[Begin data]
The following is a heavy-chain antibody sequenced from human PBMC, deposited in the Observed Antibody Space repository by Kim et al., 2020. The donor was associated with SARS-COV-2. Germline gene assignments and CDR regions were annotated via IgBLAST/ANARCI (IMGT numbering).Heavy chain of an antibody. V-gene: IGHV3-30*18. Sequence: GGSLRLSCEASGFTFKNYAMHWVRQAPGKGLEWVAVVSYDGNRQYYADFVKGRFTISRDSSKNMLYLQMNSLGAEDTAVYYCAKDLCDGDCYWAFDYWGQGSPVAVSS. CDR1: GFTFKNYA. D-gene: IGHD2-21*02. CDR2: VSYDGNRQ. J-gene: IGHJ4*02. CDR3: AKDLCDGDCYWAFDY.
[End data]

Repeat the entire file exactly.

The following is a heavy-chain antibody sequenced from human PBMC, deposited in the Observed Antibody Space repository by Kim et al., 2020. The donor was associated with SARS-COV-2. Germline gene assignments and CDR regions were annotated via IgBLAST/ANARCI (IMGT numbering).Heavy chain of an antibody. V-gene: IGHV3-30*18. Sequence: GGSLRLSCEASGFTFKNYAMHWVRQAPGKGLEWVAVVSYDGNRQYYADFVKGRFTISRDSSKNMLYLQMNSLGAEDTAVYYCAKDLCDGDCYWAFDYWGQGSPVAVSS. CDR1: GFTFKNYA. D-gene: IGHD2-21*02. CDR2: VSYDGNRQ. J-gene: IGHJ4*02. CDR3: AKDLCDGDCYWAFDY.